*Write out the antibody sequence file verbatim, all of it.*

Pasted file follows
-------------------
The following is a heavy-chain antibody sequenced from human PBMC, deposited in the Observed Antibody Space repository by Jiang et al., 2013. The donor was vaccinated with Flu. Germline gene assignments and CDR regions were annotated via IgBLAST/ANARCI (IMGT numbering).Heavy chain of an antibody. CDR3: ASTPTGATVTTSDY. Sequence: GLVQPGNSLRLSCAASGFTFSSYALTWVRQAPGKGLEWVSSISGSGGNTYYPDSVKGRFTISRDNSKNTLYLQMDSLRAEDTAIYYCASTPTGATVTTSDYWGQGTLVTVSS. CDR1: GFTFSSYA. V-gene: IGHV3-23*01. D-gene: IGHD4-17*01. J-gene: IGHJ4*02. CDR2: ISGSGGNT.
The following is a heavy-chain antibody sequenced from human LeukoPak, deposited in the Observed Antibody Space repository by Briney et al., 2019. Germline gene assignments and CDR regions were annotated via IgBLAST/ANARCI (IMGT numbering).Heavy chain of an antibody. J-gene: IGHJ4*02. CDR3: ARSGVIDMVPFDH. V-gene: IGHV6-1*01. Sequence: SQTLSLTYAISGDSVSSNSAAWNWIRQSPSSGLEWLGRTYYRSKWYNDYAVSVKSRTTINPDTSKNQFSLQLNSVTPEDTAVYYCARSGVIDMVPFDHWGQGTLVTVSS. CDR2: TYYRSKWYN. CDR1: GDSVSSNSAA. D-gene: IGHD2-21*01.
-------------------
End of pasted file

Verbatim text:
The following is a heavy-chain antibody sequenced from human PBMC, deposited in the Observed Antibody Space repository by Jiang et al., 2013. The donor was vaccinated with Flu. Germline gene assignments and CDR regions were annotated via IgBLAST/ANARCI (IMGT numbering).Heavy chain of an antibody. CDR3: ASTPTGATVTTSDY. Sequence: GLVQPGNSLRLSCAASGFTFSSYALTWVRQAPGKGLEWVSSISGSGGNTYYPDSVKGRFTISRDNSKNTLYLQMDSLRAEDTAIYYCASTPTGATVTTSDYWGQGTLVTVSS. CDR1: GFTFSSYA. V-gene: IGHV3-23*01. D-gene: IGHD4-17*01. J-gene: IGHJ4*02. CDR2: ISGSGGNT.
The following is a heavy-chain antibody sequenced from human LeukoPak, deposited in the Observed Antibody Space repository by Briney et al., 2019. Germline gene assignments and CDR regions were annotated via IgBLAST/ANARCI (IMGT numbering).Heavy chain of an antibody. J-gene: IGHJ4*02. CDR3: ARSGVIDMVPFDH. V-gene: IGHV6-1*01. Sequence: SQTLSLTYAISGDSVSSNSAAWNWIRQSPSSGLEWLGRTYYRSKWYNDYAVSVKSRTTINPDTSKNQFSLQLNSVTPEDTAVYYCARSGVIDMVPFDHWGQGTLVTVSS. CDR2: TYYRSKWYN. CDR1: GDSVSSNSAA. D-gene: IGHD2-21*01.